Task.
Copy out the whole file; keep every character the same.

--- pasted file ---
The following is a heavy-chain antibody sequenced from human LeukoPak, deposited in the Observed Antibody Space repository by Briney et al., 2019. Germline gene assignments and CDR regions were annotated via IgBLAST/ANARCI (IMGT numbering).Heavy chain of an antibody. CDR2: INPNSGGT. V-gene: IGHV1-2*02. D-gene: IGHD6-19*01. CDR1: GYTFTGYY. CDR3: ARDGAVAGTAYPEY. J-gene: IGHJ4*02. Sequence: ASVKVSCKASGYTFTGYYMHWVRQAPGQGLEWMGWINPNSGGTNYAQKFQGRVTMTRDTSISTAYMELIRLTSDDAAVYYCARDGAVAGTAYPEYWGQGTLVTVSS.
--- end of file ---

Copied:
The following is a heavy-chain antibody sequenced from human LeukoPak, deposited in the Observed Antibody Space repository by Briney et al., 2019. Germline gene assignments and CDR regions were annotated via IgBLAST/ANARCI (IMGT numbering).Heavy chain of an antibody. CDR2: INPNSGGT. V-gene: IGHV1-2*02. D-gene: IGHD6-19*01. CDR1: GYTFTGYY. CDR3: ARDGAVAGTAYPEY. J-gene: IGHJ4*02. Sequence: ASVKVSCKASGYTFTGYYMHWVRQAPGQGLEWMGWINPNSGGTNYAQKFQGRVTMTRDTSISTAYMELIRLTSDDAAVYYCARDGAVAGTAYPEYWGQGTLVTVSS.